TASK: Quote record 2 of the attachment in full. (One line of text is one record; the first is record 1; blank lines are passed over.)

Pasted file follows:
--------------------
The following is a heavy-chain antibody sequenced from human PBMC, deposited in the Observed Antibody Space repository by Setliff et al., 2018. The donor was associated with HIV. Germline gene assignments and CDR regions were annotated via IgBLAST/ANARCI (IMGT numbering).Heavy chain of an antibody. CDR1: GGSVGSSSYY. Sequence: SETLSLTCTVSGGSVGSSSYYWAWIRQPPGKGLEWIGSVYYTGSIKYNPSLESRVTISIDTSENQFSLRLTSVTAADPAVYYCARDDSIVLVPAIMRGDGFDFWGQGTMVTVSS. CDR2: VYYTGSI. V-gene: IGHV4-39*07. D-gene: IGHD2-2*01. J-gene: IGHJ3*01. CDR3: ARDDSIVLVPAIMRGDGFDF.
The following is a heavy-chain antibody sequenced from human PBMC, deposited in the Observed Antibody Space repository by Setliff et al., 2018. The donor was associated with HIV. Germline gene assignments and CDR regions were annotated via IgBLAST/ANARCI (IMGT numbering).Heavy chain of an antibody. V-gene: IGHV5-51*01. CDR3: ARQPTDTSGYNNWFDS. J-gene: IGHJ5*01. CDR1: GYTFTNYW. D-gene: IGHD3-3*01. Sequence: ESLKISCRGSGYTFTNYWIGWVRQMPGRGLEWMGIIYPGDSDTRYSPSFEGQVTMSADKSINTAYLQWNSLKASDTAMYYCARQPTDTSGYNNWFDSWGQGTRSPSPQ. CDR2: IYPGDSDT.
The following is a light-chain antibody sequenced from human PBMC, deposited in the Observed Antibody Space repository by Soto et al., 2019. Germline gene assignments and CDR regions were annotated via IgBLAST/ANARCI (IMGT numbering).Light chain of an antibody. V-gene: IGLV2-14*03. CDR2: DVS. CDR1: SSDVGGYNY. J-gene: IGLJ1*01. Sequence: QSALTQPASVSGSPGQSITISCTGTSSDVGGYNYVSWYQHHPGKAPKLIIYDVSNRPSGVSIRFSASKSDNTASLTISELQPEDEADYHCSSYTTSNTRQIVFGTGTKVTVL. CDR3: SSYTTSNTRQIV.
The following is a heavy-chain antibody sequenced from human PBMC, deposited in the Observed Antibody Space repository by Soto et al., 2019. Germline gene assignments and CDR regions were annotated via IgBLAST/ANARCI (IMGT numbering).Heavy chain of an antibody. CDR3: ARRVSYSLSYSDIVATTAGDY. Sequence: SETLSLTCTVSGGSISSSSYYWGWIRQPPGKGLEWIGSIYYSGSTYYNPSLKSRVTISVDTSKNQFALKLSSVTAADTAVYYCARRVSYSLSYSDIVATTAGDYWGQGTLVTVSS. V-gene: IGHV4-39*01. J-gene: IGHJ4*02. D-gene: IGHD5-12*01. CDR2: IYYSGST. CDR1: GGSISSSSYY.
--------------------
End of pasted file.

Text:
The following is a heavy-chain antibody sequenced from human PBMC, deposited in the Observed Antibody Space repository by Setliff et al., 2018. The donor was associated with HIV. Germline gene assignments and CDR regions were annotated via IgBLAST/ANARCI (IMGT numbering).Heavy chain of an antibody. V-gene: IGHV5-51*01. CDR3: ARQPTDTSGYNNWFDS. J-gene: IGHJ5*01. CDR1: GYTFTNYW. D-gene: IGHD3-3*01. Sequence: ESLKISCRGSGYTFTNYWIGWVRQMPGRGLEWMGIIYPGDSDTRYSPSFEGQVTMSADKSINTAYLQWNSLKASDTAMYYCARQPTDTSGYNNWFDSWGQGTRSPSPQ. CDR2: IYPGDSDT.